I Tried a Sensory Deprivation Tank and Here’s What it Was Like For Me

Over the last year, I had been hearing more and more about sensory deprivation tanks, also known as isolation tanks or floatation tanks, and I wanted to try one out for myself. A sensory deprivation tank is a lightless, soundproof tank filled with salt water at skin temperature, in which you float. There are numerous health benefits, including psychological effects like increasing concentration and focus and reducing anxiety, as well as benefits for athletes such as speeding up recovery after strenuous physical training by decreasing blood lactate.

Since I would be running the Seashore Classic Half Marathon in Delaware as part of my quest to run a half marathon in all 50 states, I checked to see if there was a place that offered flotation tanks near the race so that I could try it out as a form of recovery. Sure enough, I found Urban Float in Lewes, Delaware, part of a chain with a handful of locations in Ohio, Texas, and Washington. I booked a reservation online for the day after my half marathon and looked forward to my Mother’s Day appointment.

The day of my appointment, which was the day after the Seashore Classic Half Marathon, I woke with a sore core and sore legs. When I arrived at Urban Float, I filled out the usual personal information (name, address, phone number) and watched a short video on what to expect. I was taken to a private room (there were six private rooms with tanks here) that contained a sensory deprivation tank, a bench to put my clothes on, a shower with shampoo, body wash, and conditioner, and a basket full of earplugs and small packs of petroleum jelly (to cover any small cuts). There was also a pool noodle you could prop under your neck or knees and a small halo-looking flotation device you could put under your head if you felt like you wanted a little something to assure you your head wasn’t going to go under the water.

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A nice shade of blue inside the tank

I was told to shower beforehand, using only body wash and shampoo (no conditioner), finishing off with cool water to make the transition easier, and enter the pod naked (although you can wear a bathing suit if you want but it’s all completely private). I had chosen there to be music for the first ten minutes inside the tank, followed by silence, then music again for the last five minutes. I chose which type of music I wanted and was told it would be followed by an announcement that my time was over.

There was a button inside the tank to control the lights. You had the option to have them cycle through different colors, choose just one color, or have no lights and be in complete darkness. There was also a panic button on the right-hand side, which I was told to hold and push several times if necessary, since they “tend to ignore the first couple of times the alarm goes off” because people apparently sometimes accidentally hit the panic button and they want to make sure you truly meant to hit it. There was also a small spray bottle of water in case you got any salt water in your eyes.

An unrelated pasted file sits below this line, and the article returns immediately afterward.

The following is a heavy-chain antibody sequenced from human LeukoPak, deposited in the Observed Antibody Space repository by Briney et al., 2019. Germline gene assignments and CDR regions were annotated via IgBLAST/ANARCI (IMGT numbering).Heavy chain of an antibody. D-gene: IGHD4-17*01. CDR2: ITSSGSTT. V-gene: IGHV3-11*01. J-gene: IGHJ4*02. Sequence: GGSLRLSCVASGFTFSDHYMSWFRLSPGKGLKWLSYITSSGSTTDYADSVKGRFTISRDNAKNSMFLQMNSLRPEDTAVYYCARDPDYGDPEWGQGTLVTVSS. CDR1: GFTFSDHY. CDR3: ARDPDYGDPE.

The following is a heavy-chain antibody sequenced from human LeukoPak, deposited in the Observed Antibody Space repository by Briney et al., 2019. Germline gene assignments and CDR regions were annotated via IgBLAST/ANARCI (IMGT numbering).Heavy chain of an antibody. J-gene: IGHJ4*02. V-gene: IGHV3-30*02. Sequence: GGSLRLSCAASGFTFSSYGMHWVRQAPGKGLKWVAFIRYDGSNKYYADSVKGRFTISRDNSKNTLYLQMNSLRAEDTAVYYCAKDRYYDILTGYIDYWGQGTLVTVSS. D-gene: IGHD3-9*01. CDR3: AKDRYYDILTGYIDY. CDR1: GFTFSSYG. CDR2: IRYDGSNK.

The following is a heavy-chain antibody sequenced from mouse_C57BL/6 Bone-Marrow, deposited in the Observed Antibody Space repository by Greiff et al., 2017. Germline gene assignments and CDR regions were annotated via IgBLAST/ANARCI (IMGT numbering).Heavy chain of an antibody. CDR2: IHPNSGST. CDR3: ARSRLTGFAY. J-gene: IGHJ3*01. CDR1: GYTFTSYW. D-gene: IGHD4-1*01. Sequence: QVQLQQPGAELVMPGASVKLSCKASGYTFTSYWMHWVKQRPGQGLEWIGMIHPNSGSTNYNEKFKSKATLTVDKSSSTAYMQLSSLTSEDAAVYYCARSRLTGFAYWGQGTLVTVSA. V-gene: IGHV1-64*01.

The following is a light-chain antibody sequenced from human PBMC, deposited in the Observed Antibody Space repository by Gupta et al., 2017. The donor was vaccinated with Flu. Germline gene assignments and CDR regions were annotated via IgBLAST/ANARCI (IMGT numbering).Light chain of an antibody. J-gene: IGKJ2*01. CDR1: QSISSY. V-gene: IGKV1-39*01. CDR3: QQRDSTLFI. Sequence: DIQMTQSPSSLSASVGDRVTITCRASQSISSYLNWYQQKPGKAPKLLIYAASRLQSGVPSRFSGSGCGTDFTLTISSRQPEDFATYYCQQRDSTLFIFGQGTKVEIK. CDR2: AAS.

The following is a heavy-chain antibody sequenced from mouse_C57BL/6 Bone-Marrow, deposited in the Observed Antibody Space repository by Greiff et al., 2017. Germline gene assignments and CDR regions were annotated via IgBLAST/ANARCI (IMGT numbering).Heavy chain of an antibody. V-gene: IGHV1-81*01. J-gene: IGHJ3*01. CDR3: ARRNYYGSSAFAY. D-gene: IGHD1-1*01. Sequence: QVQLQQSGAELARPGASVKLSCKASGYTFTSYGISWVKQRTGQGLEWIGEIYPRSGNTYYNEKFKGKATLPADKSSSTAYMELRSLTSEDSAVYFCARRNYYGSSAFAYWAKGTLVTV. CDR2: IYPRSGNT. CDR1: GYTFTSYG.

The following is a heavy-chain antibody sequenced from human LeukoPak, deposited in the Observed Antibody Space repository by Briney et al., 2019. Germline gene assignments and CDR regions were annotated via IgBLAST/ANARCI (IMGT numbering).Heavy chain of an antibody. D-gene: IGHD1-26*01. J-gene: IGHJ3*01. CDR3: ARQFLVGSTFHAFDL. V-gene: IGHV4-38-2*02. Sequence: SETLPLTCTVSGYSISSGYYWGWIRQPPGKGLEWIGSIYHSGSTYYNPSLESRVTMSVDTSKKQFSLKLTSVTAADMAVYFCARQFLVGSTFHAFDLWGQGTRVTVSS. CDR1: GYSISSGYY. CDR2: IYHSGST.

So, after showering, I grabbed the halo floatation device and entered the tank. Per the instructions and personal preferences of the people who work there given to me at the beginning, I didn’t put in ear plugs. I pulled the tank completely closed (you can prop it open but I was told you would feel a draft from the room since it was slightly cooler than the water and tank temperature) and eased into the water. Immediately, I began to play around with the lights, finally choosing a nice green hue to stay on.

I found it was actually pretty difficult to not float in the water when I tried pushing down my legs to the bottom. The tank had about 10 inches of water filled with 1200 pounds of epsom salt so it’s even more buoyant than the Dead Sea. As suggested, I moved around, trying different positions, until I finally settled on the typical arms out at my sides and legs splayed out, kind of like a star. I did wish I had put ear plugs in my ears because I didn’t really like my ears filling up with water and I found myself lifting up my head to let the water drain out of them several times. The halo helped a tiny bit with keeping water out of my ears but not much.

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The outside of the tank reminded me of a space shuttle from Star Trek!

Once the music stopped, I didn’t have any trouble staying relaxed. I practice yoga and am pretty good at meditation and relaxing my mind. However, after some time, even I had trouble focusing and relaxing. I got a bit bored and was ready for my session to end about 5 or so minutes before the music came on again at the end. When it was time to get out of the tank, I once again showered with body wash and shampoo, and also used conditioner and put a few drops of vinegar in each ear. I dried off and got dressed and headed up to the front again.